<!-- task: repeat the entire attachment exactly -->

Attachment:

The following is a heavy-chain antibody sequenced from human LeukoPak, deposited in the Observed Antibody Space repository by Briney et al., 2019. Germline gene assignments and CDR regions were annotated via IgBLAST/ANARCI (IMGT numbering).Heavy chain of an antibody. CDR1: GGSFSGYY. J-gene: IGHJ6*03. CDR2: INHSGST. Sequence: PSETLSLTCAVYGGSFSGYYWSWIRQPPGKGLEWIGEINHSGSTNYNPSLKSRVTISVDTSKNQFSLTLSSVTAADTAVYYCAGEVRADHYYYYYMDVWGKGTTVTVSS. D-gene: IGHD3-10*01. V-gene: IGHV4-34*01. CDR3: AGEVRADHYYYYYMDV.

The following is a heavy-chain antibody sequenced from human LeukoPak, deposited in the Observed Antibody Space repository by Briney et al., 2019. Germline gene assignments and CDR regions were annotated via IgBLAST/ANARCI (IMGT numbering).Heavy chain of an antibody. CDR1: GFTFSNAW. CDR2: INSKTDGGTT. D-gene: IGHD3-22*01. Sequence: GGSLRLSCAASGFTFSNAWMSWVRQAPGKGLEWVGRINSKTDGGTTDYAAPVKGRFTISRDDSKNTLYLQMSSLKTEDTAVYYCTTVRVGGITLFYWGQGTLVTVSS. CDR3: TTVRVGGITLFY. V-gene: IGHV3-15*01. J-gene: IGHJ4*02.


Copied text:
The following is a heavy-chain antibody sequenced from human LeukoPak, deposited in the Observed Antibody Space repository by Briney et al., 2019. Germline gene assignments and CDR regions were annotated via IgBLAST/ANARCI (IMGT numbering).Heavy chain of an antibody. CDR1: GGSFSGYY. J-gene: IGHJ6*03. CDR2: INHSGST. Sequence: PSETLSLTCAVYGGSFSGYYWSWIRQPPGKGLEWIGEINHSGSTNYNPSLKSRVTISVDTSKNQFSLTLSSVTAADTAVYYCAGEVRADHYYYYYMDVWGKGTTVTVSS. D-gene: IGHD3-10*01. V-gene: IGHV4-34*01. CDR3: AGEVRADHYYYYYMDV.

The following is a heavy-chain antibody sequenced from human LeukoPak, deposited in the Observed Antibody Space repository by Briney et al., 2019. Germline gene assignments and CDR regions were annotated via IgBLAST/ANARCI (IMGT numbering).Heavy chain of an antibody. CDR1: GFTFSNAW. CDR2: INSKTDGGTT. D-gene: IGHD3-22*01. Sequence: GGSLRLSCAASGFTFSNAWMSWVRQAPGKGLEWVGRINSKTDGGTTDYAAPVKGRFTISRDDSKNTLYLQMSSLKTEDTAVYYCTTVRVGGITLFYWGQGTLVTVSS. CDR3: TTVRVGGITLFY. V-gene: IGHV3-15*01. J-gene: IGHJ4*02.